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April 10, 1970 - Image 1

Resource type:
The Detroit Jewish News, 1970-04-10

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The New Ford Image vis-a-vis America and Jewry

The saga of a Jonathan-David, Damon-Pythias friendship and the Fisher-Ford relationship that has emerged
in an elevation of special consciousness . . . Auto magnate continues his interest in Allied Jewish Campaign with
$100,000 gift ... Expresses frank views on Israel and the Arab boycott . . . Rejects prejudices, expresses deep concern
(Commentary, Page 2)
about drug addicts, favors military aid for Israel.

Henry Ford

View 'on the


Page 4

VOL. LVI I, No. 4

Special Features,


Review of Jewish News

Michigan Weekly





Pages 21, 32, 56

Michigan's Only English-Jewish Newspaper — Incorporating The Detroit Jewish Chronicle


17515 W. 9

Mile Rd., Suite 865, Southfield, Mich. 48075 356-8400

April 10, 1970

$7.00 Per Year; This Issue 20c

Accusations Against Israel Branded 'Blackmail'

Amnest y's Unsubstantiated
Reports Condemned; Israel
Repudiates Torture Charge

JERUSALEM (JTA)—Amnesty International's conduct has verged on
blackmail and Israel no longer has faith in it, Police Minister Shlomo
Hillel told the Knesset Monday night. He emphasized that the private
organization devoted to aiding political prisoners threatened several times
to publish its report critical of Israeli detention methods if Israel continued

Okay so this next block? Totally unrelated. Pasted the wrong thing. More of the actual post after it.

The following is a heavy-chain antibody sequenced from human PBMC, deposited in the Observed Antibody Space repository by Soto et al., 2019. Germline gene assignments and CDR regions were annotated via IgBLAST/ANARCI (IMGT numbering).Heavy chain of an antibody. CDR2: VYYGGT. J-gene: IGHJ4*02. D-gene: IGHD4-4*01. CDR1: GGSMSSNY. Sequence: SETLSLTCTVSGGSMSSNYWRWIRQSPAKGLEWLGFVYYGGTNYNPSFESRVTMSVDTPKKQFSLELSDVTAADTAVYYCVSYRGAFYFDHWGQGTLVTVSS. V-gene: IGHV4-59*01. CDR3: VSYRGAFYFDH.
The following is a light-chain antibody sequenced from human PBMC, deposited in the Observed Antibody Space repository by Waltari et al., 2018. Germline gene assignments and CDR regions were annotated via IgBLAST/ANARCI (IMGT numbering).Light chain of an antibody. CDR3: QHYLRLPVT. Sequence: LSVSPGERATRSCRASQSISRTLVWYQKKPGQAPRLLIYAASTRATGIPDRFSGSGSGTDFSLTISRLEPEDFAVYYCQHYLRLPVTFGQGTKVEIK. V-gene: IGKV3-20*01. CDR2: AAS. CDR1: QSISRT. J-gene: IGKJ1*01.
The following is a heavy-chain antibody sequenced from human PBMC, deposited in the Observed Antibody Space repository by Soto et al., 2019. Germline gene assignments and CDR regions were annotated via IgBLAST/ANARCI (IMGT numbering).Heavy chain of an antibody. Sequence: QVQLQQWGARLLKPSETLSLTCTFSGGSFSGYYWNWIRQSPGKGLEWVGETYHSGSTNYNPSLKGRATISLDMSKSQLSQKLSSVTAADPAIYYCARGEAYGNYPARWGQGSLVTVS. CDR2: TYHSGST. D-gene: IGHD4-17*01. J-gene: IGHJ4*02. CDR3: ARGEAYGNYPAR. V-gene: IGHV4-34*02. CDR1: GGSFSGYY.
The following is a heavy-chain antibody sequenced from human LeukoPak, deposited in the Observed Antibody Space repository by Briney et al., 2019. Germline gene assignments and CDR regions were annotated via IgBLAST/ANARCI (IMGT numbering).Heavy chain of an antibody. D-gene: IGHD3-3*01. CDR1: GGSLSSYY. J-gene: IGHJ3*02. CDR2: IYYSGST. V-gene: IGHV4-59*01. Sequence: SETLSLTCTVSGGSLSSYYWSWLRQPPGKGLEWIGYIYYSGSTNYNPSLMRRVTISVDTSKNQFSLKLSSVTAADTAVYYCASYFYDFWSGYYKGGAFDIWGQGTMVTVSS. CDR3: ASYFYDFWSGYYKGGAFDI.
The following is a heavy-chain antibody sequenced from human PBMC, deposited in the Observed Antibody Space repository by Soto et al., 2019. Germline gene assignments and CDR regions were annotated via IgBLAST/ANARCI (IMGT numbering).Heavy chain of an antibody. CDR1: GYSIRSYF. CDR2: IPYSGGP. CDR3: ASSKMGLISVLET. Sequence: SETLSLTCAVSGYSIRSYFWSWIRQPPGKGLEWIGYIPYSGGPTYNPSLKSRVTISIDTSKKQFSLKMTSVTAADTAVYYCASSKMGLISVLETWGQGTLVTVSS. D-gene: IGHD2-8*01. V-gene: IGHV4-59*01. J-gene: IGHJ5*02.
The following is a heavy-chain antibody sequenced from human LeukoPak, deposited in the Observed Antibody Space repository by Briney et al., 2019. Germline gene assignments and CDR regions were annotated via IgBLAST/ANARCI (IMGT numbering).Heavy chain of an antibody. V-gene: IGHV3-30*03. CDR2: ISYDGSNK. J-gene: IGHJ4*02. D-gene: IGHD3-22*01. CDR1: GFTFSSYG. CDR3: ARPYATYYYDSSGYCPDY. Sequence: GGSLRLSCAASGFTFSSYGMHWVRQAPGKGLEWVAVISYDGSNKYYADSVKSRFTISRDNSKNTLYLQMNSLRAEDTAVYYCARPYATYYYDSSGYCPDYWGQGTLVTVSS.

to reject its demand for an international inauiry. Israel had tried to explain,
Hillel said, that it could not submit to a move reflecting lack of trust in its
judicial and democratic processes.
In a radio interview last Saturday, the police minister had denied
that Israeli interrogators ever used torture or even "a slap in the face."
After the Israel government denounced the report formally, it was reported
from London by Alfred Friendly of the Washington Post that there had
been some pro-Arab pressure to release the report. Friendly noted that
Israel to date had provided Amnesty International "complete access to all
prison ers."
The Amnesty report raised a storm of controversy in London and
caused a split in Amnesty. The split occurred when Mark Benenson, chair-
man of the American section of the group, said at the United Nations

United Hebrew Schools

to Get National Award

The United Hebrew Schools of Detroit will receive an
award for. distinguished service to Hebrew education in
this country at a testimonial banquet Sunday, at the New
York Hilton. The presentation, the second annual Abraham
and Sarah Rabinowitz Award, will be made by the Herz-
liah-Jewish Teachers Seminary.
The companion prize, the H. A. Abramson Award for
Distinguished Service to Yiddish Education, will be pre-
sented at the banquet to the Farband and the Bnai Brith
Hillel Foundations for their joint program to further
Yiddish studies 'on university campuses.
The guest of honor at the banquet will be Jacob Good-
man, leader in Zionism, Jewish education and philanthropy
and an officer of the Herzliah-Jewish Teachers Seminary.
The banquet speaker will be Prof. Irving Howe.
Announcing the award, Dr. Horace Kallen, distin-
guished philosopher, chairman of the committee on awards
and citations, praised the Detroit schools for their "unique

Thursday night that the U.S. section dissociated itself from the report.
The Amnesty report conceded that all the evidence came from the
prisoners themselves but recommended an immediate inquiry by an inde-
pendent commission because of the "serious nature" of the charges. The
Israel Foreign Ministry issued a statement accusing Amnesty International
of allowing itself to be used as a vehicle for atrocity propaganda emanating
from the Arab states and their supporters.
Hillel said that torture is against the moral standards and professional
ethics of Israeli investigators. He said that "rigorous" interrogation methods
are sometimes employed in cross-examining suspects about .evidence pos-
sessed by the interrogator to determine the measure of truth in his replies.